So how does a school district facilitate the development of schools to have a focus on creating a learning environment where students are active participants in their learning experiences while also developing the social and emotional skills that they will need in order to be productive global citizens of the 21st century? We started by identifying an experienced partner in this work, and in our case, that was Education Elements. In collaboration, schools were invited to apply to go on this journey of assessing and reformulating instructional practices with us. We asked them to assess where they were currently in relation to creating this desired learning space, identify core teachers who would participate in ongoing professional learning experiences, and then rolled up our sleeves to get down to the hard work.

The goal was to develop what we called Lighthouse Schools to serve as demonstration sites and act as laboratories to learn and refine the instructional practices teachers need to transition from a teacher-centered learning environment to a more student-centered one. We choose to think of personalized learning as a practice rather than a product, and we started by taking a hard look at course designs and identifying those areas that fail to make meaningful individual contact with students.

Wave 1 consisted of eleven (11) schools from all grade levels (elementary, middle and high) and the following year we accepted an additional twelve (12) schools, again from all grade levels. We delivered ongoing professional learning workshops dedicated to developing the Core 4 Components of Personalized Learning:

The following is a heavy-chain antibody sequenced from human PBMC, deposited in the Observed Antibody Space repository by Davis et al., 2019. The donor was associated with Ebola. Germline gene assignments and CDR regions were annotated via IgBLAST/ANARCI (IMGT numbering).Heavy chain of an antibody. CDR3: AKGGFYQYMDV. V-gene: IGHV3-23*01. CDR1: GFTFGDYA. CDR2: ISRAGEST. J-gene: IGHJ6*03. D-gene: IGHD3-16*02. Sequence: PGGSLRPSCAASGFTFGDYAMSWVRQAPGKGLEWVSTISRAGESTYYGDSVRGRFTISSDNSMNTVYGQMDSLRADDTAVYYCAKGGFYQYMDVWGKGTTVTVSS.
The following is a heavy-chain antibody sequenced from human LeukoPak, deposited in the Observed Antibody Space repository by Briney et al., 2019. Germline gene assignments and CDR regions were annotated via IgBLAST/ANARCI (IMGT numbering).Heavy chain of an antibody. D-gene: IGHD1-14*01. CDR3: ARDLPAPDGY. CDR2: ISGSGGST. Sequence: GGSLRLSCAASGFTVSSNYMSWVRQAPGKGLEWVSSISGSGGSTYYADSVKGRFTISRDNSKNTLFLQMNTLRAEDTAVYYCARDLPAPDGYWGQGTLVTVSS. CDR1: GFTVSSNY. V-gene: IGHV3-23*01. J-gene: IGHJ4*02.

• Flexible Content and Tools – instructional materials that allow for differentiated path, pace, and performance tasks
  • Targeted Instruction – instruction that aligns to specific student needs and learning goals
  • Student Reflection and Ownership – ongoing student reflection that promotes ownership of learning
  • Data-Driven Decision – frequently collect data to inform instructional decisions and groupings

These components are all part of good teaching and learning that most teachers strive to deliver on an ongoing basis. The work on which we focus during our workshops was to be extremely intentional in the design of the instructional delivery so that we were building into daily lessons the opportunities for student voice and choice that was relevant to where each student stood in relationship with the content.

What do we want to see after Wave 2 is completed? We are looking for 23 demonstration sites that will continue to develop capacity in their own school site. Before we can scale this across 240 schools, we will need to go deeper within each of the Lighthouse Schools so that they can serve the district as a beacon for this work.